The attached pictures show gangrenous fingers and toes in a patient with type II diabetes mellitus along with a severe peripheral arterial disease.
Many of us are already aware of Diabetes due to its increased prevalence, but fewer people know about complications of diabetes if left untreated. Long-term untreated diabetes can have horrible consequences and can virtually affect all the main organs sooner or later. Vessels being one of the targets of prolonged hyperglycemia.
Gangrene occurs secondary to a decreased blood supply, ultimately leading to tissue destruction or necrosis. It can result due to multiple reasons: trauma, infection, wounds and some health conditions like diabetes, to count a few. It can be of three types:
- Dry gangrene
- Wet gangrene
- Gas gangrene
How is gangrene transmitted?
Gangrene forming as a result of diabetes is of mostly dry type, involving mostly the fingers and the toes. Due to prolonged hyperglycemia and ischemia, the blood supply to these parts is insufficient, therefore the tissue eventually dries up, darkens and mummifies. Not only diabetes but arteriolosclerosis, high cholesterol and smoking can be the culprits too.
The necrosed tissue becomes darker, harder, drier and cooler than the surrounding skin, with a clear demarcation between the gangrenous and the unaffected tissue. Dry gangrene, if left untreated can either complicate further leading to infections or the dead tissue can eventually fall off – autoamputation.
Patients with uncontrolled diabetes have a highly hyperglycemic environment, which makes it a suitable habitat for bacterial growth, hence wet gangrene can also be a complication.
Why diabetics are advised closed footwear and special foot care?
The reasons are two-fold:
One being nerves, other being blood vessels.
Around 70% of the patients with diabetes face diabetic neuropathy, a condition which affects the peripheral nerves, especially of the legs and feet, rendering patient’s feet insensitive or less sensitive. This may result in unnoticed injuries. Also, because of the poor blood circulation secondary to peripheral arterial disease, the healing of those unnoticed wounds is negatively affected, thus causing non-healing ulcers, infections, gangrene, etc.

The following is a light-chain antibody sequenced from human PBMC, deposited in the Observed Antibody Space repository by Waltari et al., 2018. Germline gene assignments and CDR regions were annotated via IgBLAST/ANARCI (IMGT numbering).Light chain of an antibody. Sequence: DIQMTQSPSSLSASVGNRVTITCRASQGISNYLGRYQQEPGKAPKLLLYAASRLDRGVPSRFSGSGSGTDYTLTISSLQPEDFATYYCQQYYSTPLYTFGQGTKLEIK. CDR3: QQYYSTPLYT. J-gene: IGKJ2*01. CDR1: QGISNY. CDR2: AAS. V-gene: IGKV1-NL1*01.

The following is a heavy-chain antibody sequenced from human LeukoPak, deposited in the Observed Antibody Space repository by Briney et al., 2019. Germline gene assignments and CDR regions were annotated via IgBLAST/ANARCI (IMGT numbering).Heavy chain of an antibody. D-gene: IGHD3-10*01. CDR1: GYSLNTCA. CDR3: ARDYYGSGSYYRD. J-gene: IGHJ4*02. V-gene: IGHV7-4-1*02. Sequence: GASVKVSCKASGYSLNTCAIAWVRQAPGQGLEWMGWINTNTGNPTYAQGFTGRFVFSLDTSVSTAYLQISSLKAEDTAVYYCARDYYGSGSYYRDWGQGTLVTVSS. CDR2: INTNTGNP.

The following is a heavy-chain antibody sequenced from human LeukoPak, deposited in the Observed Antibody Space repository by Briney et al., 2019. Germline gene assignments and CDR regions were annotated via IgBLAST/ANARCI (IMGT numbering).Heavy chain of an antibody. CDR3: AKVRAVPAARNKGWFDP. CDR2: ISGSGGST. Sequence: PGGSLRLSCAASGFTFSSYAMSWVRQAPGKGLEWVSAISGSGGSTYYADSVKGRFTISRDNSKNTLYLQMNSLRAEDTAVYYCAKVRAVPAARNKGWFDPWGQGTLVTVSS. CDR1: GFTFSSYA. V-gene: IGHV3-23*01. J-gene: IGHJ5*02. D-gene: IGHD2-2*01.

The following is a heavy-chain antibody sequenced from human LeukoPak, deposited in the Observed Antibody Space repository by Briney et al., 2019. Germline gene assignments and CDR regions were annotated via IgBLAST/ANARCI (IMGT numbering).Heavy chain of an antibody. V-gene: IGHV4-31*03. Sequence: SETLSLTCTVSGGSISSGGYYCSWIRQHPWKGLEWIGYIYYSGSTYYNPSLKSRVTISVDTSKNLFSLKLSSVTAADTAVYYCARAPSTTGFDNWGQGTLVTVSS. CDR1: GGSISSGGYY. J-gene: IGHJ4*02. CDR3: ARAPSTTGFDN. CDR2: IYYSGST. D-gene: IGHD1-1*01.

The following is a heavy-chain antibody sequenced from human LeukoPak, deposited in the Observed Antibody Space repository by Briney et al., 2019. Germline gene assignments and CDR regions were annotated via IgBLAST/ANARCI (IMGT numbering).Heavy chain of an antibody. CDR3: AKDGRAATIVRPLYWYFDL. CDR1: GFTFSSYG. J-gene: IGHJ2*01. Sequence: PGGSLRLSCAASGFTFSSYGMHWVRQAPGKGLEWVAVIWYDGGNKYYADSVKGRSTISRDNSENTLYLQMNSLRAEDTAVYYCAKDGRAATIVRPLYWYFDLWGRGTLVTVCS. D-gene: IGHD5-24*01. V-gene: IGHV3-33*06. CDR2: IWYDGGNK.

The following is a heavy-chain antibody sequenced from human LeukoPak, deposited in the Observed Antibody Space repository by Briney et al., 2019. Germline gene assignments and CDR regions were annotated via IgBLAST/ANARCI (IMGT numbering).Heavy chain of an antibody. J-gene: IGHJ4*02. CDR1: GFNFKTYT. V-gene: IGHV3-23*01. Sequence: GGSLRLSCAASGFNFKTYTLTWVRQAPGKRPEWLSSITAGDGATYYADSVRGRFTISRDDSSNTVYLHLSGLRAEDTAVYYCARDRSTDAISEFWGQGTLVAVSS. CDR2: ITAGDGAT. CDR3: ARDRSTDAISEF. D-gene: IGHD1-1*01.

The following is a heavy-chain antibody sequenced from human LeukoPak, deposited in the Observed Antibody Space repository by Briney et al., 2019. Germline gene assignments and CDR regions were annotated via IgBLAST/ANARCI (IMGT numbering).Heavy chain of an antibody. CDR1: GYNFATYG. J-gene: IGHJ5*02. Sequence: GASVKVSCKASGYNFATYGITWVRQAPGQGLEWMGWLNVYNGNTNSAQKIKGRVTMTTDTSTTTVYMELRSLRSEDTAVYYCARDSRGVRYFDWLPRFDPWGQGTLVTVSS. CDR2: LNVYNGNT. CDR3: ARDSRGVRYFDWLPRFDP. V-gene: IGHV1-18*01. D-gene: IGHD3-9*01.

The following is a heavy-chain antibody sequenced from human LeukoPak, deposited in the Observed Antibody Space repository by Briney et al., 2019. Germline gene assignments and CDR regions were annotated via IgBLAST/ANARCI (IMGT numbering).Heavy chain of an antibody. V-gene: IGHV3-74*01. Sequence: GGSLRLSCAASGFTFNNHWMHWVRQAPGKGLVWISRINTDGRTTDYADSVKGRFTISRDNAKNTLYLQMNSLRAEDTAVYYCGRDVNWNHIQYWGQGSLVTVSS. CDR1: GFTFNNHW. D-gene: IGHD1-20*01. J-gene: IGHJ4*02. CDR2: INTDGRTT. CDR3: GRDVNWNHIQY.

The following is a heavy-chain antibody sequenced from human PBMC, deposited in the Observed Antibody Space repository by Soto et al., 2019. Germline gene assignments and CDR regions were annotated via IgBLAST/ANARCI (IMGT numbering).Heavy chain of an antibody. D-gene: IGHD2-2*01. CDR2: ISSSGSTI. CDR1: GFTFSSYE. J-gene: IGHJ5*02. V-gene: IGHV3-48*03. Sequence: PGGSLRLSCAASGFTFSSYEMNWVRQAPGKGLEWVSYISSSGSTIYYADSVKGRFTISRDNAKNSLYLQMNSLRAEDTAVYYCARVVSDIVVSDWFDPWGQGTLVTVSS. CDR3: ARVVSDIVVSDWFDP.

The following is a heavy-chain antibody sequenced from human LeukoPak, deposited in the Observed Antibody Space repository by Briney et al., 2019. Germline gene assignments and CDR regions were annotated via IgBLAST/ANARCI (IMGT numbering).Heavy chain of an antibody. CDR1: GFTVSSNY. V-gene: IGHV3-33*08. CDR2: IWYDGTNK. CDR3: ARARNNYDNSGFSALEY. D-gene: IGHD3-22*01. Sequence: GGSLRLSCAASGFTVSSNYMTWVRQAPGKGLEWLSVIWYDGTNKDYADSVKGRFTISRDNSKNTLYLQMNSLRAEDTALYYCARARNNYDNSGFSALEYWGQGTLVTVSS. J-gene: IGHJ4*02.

Therefore, with protective, non-binding, seam-free, spacious, closed and comfortable footwear, there are lesser chances of injury, hence fewer foot complications.
A thorough history and a proper physical examination is the first step to a fruitful treatment of dry gangrene.
Few tests may be necessary for the gangrene, such as a culture of the pus/scrapings from the wound, tissue culture, imaging studies.
Can gangrene be cured?
Optimal wound care and strict glycemic control are the building blocks.
Apart from hypoglycemic agents, other drugs may be required i.e. non-opioid analgesics or opioids for pain, anti-platelets drugs for blood circulation and lipid-lowering drugs like statins for dyslipidemia. Other non-pharmacological management strategies for improving blood circulation include exercises, intermittent walking, light massage of the affected limb, etc. Dietary modifications are a must!
Reperfusion therapy and surgical amputation are the options if the case is severe. The former is the option when the limb is ischemic but not yet necrosed. After gangrene, reperfusion therapy is of no use, therefore, surgical amputation is the treatment of choice for a rapid and smooth recovery. Although some patients do opt for autoamputation but that has a variable and a painful course with less rapid and incomplete recovery.
Are you an advocate of auto-amputation of dry gangrene or elective amputation?
Gangrene. (2019, January 15th). Retrieved from Diabetes.co.uk: https://www.diabetes.co.uk/diabetes-complications/gangrene-and-diabetes.html
Al Wahbi A. (2018). Autoamputation of diabetic toe with dry gangrene: a myth or a fact?. Diabetes, metabolic syndrome and obesity : targets and therapy, 11, 255–264. DOI:10.2147/DMSO.S164199
The Expert Committee on the Diagnosis and Classification of Diabetes Mellitus: Follow-up report on the diagnosis of diabetes mellitus. Diabetes Care 26:3160–3167, 2003